In recent years, according to Ayres, Republicans "persuaded themselves that they could use very harsh language about undocumented Hispanics without offending those who are here legally, but that was very misguided." In his report, "The Hispanic Challenge and Opportunity for Republicans," he argues that fixing the nation's immigration system is just one of the many measures the party will have to adopt in order to make serious inroads into the community.
It's clear that lawmakers are getting the message: Many congressional Republicans have already softened their tone with regard to immigration, and Republican members of both the House and the Senate put forth immigration-related bills within just weeks of the election.
"A great many Republicans already have the right tone: People like Jeb Bush and Marco Rubio promote conservative policies of limited government in a way that is very welcoming to new people who might not have been Republicans in the past," Ayres said. "So it's not like we don't have examples out there."
Talk vs. action
Despite the recent display of inclusiveness, it's unclear how far the GOP is willing to go on a policy level to make way for new members, and some wonder how fast change can feasibly come to a party that's dominated by elderly white men.
Immigration reform activists point out that neither of the recent GOP immigration bills - the STEM Jobs Act in the House and the ACHIEVE Act in the Senate - included a path to citizenship, which many see as imperative for their support. Ayres argues that it would be difficult to get a comprehensive bill through Congress, and that Democrats, who seek an overhaul to the nation's immigration system, "are in real danger of making the perfect the enemy of the good." He says the Republican Party can improve its standing among Latinos even without a bill that includes a path to citizenship.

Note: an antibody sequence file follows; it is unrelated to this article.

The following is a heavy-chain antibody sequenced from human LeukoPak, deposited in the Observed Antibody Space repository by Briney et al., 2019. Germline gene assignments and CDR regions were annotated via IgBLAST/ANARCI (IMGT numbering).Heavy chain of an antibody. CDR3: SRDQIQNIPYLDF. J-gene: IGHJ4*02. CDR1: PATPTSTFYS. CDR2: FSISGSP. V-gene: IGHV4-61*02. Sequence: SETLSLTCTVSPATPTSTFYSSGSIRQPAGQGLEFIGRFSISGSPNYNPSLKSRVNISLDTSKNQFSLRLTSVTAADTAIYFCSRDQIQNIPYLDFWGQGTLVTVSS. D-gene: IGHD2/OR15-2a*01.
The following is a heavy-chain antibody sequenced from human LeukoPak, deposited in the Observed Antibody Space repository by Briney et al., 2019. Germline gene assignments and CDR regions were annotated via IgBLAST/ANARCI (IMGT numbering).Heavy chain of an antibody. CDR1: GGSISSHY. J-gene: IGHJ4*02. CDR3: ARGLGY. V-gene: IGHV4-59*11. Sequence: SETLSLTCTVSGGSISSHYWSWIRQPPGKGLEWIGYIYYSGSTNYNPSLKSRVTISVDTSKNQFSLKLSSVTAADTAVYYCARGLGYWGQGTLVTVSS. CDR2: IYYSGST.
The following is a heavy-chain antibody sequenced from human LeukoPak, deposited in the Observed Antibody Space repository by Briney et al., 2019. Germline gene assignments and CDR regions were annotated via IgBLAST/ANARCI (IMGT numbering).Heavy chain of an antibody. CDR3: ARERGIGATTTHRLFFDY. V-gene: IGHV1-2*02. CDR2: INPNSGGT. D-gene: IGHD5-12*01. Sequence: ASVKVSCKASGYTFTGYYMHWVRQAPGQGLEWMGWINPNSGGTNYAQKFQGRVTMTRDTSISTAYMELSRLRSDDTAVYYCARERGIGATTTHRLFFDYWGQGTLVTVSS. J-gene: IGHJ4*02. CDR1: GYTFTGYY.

Many immigration activists, however, cite the path to citizenship as a legislative imperative, and dismiss the recent GOP efforts as meaningless posturing.
"I think it would be very difficult for the community to see a bill that does not include a path to citizenship as a fix to the broken immigration system. I don't see how they could possibly sell that and expect support from the community," Arturo Vargas, executive director of the nonpartisan NALEO Educational Fund, told CBS News. "It's absolutely critical that we find a way of making sure that these 11 million [undocumented] individuals are able to achieve some kind of normalcy in their lives - that they can work and become full participants in this society."
"Actions speak louder than words," he added. "The actions that Republican leadership takes up in their next Congress, I think, will say a great deal to Latino voters about how well they understand their priorities."
The Latino community is not the only one from which the GOP could benefit having some new recruits: According to demographer William Frey, fast-growing, traditionally Republican states like Georgia, North Carolina and Texas are at risk of becoming swing states in the future if the GOP doesn't make some inroads among African-Americans as well as Hispanics and if Democrats can continue to grow their appeal to white voters there. And Asian-Americans are a small but fast-growing part of the American population that is bound to have increased influence in the ocming years.